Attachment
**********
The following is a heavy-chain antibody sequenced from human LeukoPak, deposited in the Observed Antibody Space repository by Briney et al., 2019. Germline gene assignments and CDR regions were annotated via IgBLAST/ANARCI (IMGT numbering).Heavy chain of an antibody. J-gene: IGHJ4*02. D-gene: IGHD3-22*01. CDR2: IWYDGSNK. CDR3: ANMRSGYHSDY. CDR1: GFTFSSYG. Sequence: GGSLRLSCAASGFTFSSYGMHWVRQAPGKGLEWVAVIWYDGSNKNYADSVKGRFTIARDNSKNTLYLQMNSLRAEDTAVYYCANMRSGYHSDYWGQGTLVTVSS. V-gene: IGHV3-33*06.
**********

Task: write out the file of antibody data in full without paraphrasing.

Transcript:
The following is a heavy-chain antibody sequenced from human LeukoPak, deposited in the Observed Antibody Space repository by Briney et al., 2019. Germline gene assignments and CDR regions were annotated via IgBLAST/ANARCI (IMGT numbering).Heavy chain of an antibody. J-gene: IGHJ4*02. D-gene: IGHD3-22*01. CDR2: IWYDGSNK. CDR3: ANMRSGYHSDY. CDR1: GFTFSSYG. Sequence: GGSLRLSCAASGFTFSSYGMHWVRQAPGKGLEWVAVIWYDGSNKNYADSVKGRFTIARDNSKNTLYLQMNSLRAEDTAVYYCANMRSGYHSDYWGQGTLVTVSS. V-gene: IGHV3-33*06.